De Lacqeuring....

Discussion in 'Trumpet Discussion' started by lawrencelaptop, Mar 11, 2010.

  1. lawrencelaptop

    lawrencelaptop New Friend

    Jun 30, 2009
    How to go about it?
    I recently ordered a 67' Olds Ambassador off ebay and was wondering how to go about removing the lacquer from the instrument.

    I know its been asked a number of times, but I've tried a few of the methods but the remaining lacquer is tough as rock. None of it comes off, not with hours of scrubbing. Wondering if you'd have any better ideas
  2. gzent

    gzent Fortissimo User

    Nov 5, 2003
    Rochester, MN
  3. Ed Kennedy

    Ed Kennedy Forte User

    Nov 18, 2006
    A nasty product (contains methyl chloride) called Aircraft Strip should do the job. Check in automotive paint supply shops. Another time honored method is boiling in a caustic soda solution. You can use the left over solution to make lye soap.
  4. gzent

    gzent Fortissimo User

    Nov 5, 2003
    Rochester, MN
    Oh, yeah, don't use any stripper in your house!

    Use only outdoors or in an airy garage.
  5. seilogramp

    seilogramp Piano User

    Nov 23, 2009
    Georgia, USA
    Definitely not! Bringing her home to meet the family could be very awkward indeed.
  6. optiguytom

    optiguytom Pianissimo User

    Aug 29, 2009
    Chattanooga, TN
    Nick Decarlis of recommended to me a Bondo product available at Advance Auto and some other auto parts stores. It's called Tal-Strip II Aircraft Coating Remover. Get it in a 15oz aerosol can for about $7. He says spray on and let set for about 5 - 10 minutes, then rinse with a hose and repeat. Says it works better than anything he's used....and I am sure he's tried many things! Sounds like the same as Klean-Strip, but in a spray which makes sense. I'm stripping my first one tomorrow and will report back.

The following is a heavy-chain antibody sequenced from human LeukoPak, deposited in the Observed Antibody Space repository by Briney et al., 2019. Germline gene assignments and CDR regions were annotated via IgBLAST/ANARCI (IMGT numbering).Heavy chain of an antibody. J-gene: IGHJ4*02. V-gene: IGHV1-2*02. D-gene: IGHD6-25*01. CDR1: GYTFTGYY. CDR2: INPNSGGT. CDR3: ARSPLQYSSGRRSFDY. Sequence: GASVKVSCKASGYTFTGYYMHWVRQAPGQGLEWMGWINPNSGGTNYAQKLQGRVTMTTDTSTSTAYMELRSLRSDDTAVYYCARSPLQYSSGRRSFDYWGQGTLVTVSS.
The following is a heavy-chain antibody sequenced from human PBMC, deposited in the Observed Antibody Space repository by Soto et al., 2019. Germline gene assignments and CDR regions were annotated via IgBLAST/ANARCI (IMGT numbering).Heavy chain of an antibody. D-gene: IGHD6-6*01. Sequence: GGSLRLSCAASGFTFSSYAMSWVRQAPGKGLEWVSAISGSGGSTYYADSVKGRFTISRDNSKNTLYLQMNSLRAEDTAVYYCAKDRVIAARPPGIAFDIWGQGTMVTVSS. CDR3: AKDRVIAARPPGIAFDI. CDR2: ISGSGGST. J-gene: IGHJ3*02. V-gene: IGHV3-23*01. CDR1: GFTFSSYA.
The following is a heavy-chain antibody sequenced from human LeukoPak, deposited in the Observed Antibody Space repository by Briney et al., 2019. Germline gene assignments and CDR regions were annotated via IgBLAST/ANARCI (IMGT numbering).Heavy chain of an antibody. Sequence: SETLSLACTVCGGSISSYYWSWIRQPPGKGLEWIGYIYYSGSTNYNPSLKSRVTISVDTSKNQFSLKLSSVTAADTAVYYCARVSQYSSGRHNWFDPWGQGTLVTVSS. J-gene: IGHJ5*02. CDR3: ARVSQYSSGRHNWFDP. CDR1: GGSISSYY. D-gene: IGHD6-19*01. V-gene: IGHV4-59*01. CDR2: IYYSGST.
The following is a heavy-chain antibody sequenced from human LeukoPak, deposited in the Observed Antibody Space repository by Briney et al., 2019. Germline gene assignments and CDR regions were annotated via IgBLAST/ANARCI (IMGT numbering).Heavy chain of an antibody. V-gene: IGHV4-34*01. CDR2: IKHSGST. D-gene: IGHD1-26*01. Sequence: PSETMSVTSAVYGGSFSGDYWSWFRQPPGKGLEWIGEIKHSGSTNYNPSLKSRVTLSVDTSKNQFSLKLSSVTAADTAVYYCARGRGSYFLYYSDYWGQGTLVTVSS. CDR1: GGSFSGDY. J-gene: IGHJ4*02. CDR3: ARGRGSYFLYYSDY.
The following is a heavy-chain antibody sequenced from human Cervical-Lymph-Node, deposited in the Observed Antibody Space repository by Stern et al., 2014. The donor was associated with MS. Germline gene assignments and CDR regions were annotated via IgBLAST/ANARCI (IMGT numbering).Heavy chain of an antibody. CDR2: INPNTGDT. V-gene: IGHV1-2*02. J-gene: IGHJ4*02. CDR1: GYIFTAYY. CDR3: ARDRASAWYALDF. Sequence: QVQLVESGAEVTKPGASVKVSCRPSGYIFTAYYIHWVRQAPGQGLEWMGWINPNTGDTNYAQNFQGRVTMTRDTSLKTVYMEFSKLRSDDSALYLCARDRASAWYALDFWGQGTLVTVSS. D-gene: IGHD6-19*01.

7. Phil986

    Phil986 Forte User

    Nov 16, 2009
    Near Portland, OR.
    There is also the Comebackkid method, which I have successfully used so far on a beat up student Yamaha and 2 Olds Ambassadors:

    Boil enough water to fill anything that will allow you to totally immerse the horn. Wrap the horn in aluminum foil. Once your container is filled with hot water, add oxy-clean. Immerse the wrapped horn in the solution. I take all the slides apart and wrap them individually (no too tight, solution needs to ciculate). Wait until it cools down (takes a while). Lacquer should come off easily, you can often slide it off the tubes as a sleeve. use a brush for the more difficult parts, nooks, cranies etc...
    Inspect the horn to make sure all the lacquer is gone. Even if you see some later that is still there, it will be easy to remove. While still in the bath, you can use a snake brush to do the inside of all tubes. It may not be quite as good as the "chemical bath" done by specialists but it does clean the inside of the horn real good.

    Rinse abundantly, generously, copiously and then some. Dry thoroughly. Serve warm.

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